Licensing Blog

North Carolina Medical Marijuana Bill Likely Dead; Eastern Band of Cherokee Indians of North Carolina to Vote on Adult-Use

North Carolina Medical Marijuana Bill Likely Dead; Eastern Band of Cherokee Indians of North Carolina to Vote on Adult-Use

Senate Bill 3 that would legalize marijuana use for medical purposes in the Tar Heel State is likely dead for the 2023 General Assembly. Although SB 3 passed through the Senate with a strong bipartisan vote, it has stalled in the House since then, with it only being heard in committee in early June. As this was the Senate’s second attempt at trying to move the medical marijuana bill through the House, Senate Rules Chairman and SB 3’s chief sponsor, Bill Rabon, took a strategic approach by tacking a floor amendment onto an unrelated health care bill, House Bill 75, favored by the Republican-led House that said such bill could not become law until SB 3 was passed.

Unfortunately, as stated by House Majority John Bell, one of the main reasons this bill will not succeed in the 2023 General Assembly is due to the lack of support for it to advance. The North Carolina House Republican Caucus has a rule that requires a majority of its members to be willing to vote for a bill on the House floor for it to be heard, even if it could pass the one hundred and twenty (120)-seat chamber with Democratic support. Such rule creates an impossible task as it would require staunch opponents in the House to switch their position of “no” to want to vote for it.

In early July, the Smart Approaches to Marijuana, an anti-marijuana organization, rejoiced that lawmakers will not pass SB 3, stating “[m]arijuana isn’t medicine. It’s not approved to treat any illness. So-called medical marijuana is the industry’s way of getting a foothold in a state that they can then use to create an open THC drug market.” However, their sentiments were not met with the chief sponsor of the bill, Senator Bill Rabon, who shared publicly that he used marijuana that he illegally had to obtain while undergoing chemotherapy to treat his cancer. Further, several veteran advocacy groups are left frustrated by the second stall initiated by the House as they will have to wait another year in hopes the House will finally pass the medical marijuana bill.

If SB 3 had passed, an individual would have to be diagnosed with one (1) or more of the following conditions for which a physician provides a written certification for: Cancer; Epilepsy; HIV/AIDS; ALS; Chron’s disease; Sickle cell anemia; Parkinson’s disease; PTSD (subject to evidence that an applicant experienced one (1) or more traumatic events); Multiple sclerosis; Cachexia or wasting syndrome; Severe or persistent nausea that is related to end-of-life or hospice care, or who is bedridden or homebound become of a condition; Terminal illness with the patient’s life expectancy of less than six (6) months; Condition resulting in the individual receiving hospice care; and Any other serious condition or its treatment added by the Compassionate Use Advisory Board. Further, it would allow up to ten (10) medical marijuana supplier licensees, which would be vertically integrated, to cultivate, process, distribute, sell, and transport medical marijuana. Each licensee would be permitted to operate up to eight (8) medical cannabis centers (dispensaries) with one (1) required to be located in a Tier 1 county. In addition, the majority owner would have to be a resident of North Carolina for at least two (2) years.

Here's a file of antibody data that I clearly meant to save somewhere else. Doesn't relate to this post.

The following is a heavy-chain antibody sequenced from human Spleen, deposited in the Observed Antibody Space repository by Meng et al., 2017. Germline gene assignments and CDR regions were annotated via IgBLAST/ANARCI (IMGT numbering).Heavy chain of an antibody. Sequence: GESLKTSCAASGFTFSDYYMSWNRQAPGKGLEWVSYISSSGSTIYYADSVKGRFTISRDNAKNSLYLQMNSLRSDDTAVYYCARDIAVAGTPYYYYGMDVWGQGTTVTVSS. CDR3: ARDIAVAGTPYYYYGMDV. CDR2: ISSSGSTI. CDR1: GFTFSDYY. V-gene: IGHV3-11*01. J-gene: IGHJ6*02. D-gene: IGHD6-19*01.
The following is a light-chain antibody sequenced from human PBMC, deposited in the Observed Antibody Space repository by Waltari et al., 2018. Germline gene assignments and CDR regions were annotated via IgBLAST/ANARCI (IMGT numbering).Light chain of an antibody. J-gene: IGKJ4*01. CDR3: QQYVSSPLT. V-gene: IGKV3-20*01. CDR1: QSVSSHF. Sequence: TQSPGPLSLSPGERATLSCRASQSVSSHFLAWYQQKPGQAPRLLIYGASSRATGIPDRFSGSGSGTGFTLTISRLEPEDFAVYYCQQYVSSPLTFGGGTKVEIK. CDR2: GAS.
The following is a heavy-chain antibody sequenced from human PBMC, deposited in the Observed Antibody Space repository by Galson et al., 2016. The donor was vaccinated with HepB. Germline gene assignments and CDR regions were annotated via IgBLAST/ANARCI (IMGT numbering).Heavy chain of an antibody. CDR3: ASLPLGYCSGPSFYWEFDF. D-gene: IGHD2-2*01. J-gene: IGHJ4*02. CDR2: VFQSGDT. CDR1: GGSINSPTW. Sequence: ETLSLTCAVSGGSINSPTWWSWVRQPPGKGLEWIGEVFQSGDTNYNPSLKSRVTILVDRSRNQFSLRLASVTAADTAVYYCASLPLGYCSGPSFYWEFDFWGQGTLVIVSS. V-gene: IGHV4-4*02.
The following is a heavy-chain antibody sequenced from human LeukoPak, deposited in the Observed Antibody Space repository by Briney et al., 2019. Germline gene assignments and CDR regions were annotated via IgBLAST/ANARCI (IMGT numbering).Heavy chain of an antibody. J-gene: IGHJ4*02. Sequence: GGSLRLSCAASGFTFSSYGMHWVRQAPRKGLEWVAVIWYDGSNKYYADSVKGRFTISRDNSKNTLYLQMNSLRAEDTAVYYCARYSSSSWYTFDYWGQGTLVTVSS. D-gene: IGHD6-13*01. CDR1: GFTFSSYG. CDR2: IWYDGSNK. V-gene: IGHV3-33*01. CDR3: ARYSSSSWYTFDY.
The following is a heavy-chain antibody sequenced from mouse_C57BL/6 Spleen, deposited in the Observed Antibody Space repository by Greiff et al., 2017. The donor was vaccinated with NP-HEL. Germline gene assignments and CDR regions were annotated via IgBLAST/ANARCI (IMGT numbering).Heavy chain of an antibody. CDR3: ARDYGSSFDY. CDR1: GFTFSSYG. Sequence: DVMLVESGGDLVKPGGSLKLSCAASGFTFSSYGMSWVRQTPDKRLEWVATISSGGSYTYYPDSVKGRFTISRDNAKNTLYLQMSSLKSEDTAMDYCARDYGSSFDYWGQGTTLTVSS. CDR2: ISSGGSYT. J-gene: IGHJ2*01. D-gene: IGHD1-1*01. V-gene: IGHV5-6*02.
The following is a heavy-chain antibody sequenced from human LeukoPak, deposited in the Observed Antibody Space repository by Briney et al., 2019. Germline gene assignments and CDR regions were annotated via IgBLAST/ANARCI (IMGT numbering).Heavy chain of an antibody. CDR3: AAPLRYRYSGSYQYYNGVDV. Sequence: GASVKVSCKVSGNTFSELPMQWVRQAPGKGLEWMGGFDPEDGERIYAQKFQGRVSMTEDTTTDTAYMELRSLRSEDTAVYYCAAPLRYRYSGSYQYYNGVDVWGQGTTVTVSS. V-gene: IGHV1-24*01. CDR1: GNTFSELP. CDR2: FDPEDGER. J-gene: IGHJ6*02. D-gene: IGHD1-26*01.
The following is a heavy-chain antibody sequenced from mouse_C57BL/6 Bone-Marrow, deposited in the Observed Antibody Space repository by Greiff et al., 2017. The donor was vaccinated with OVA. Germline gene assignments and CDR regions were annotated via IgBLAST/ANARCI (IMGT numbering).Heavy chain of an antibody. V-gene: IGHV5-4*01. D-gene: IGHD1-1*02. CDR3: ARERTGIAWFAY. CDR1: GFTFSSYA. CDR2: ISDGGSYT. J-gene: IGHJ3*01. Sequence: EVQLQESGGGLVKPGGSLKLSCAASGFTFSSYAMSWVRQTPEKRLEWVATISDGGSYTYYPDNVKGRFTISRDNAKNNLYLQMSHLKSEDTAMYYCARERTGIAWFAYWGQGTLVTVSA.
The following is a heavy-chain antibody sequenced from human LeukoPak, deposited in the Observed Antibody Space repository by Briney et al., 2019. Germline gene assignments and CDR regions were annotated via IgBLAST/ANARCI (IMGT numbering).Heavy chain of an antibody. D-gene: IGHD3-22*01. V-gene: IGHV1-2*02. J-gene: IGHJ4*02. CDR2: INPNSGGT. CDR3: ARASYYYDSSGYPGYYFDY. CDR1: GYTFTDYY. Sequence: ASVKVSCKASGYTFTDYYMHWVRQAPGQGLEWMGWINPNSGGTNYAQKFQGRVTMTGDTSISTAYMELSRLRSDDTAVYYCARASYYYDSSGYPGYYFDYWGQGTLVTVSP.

Although North Carolina residents will have to wait until next year’s chief legislative session (likely to begin in May 2024), members of the Eastern Band of Cherokee Indians will vote this September on whether they want to legalize marijuana possession and sales on tribal lands for adults twenty-one (21) years and older. This step comes after the tribe approved of their medical marijuana program in 2021 to allow tribe-created businesses to cultivate medical marijuana and sell it in a large dispensary on the tribe’s property near Harrah’s Cherokee Casino Resort, which will make it the first and only legal place to purchase medical marijuana in the Tar Heel State. Although the tribe’s dispensary was anticipated to open this fall, there has been some obstacles to achieve this deadline due to the need for additional funding as the Eastern Band Principal Chief Richard Sneed vetoed the $64 million in additional funds. However, the tribe is accepting applications from all North Carolina residents in preparation for the start of this program.

If you are interested in discussing the best pathway to entering North Carolina’s future medical marijuana market, contact us today!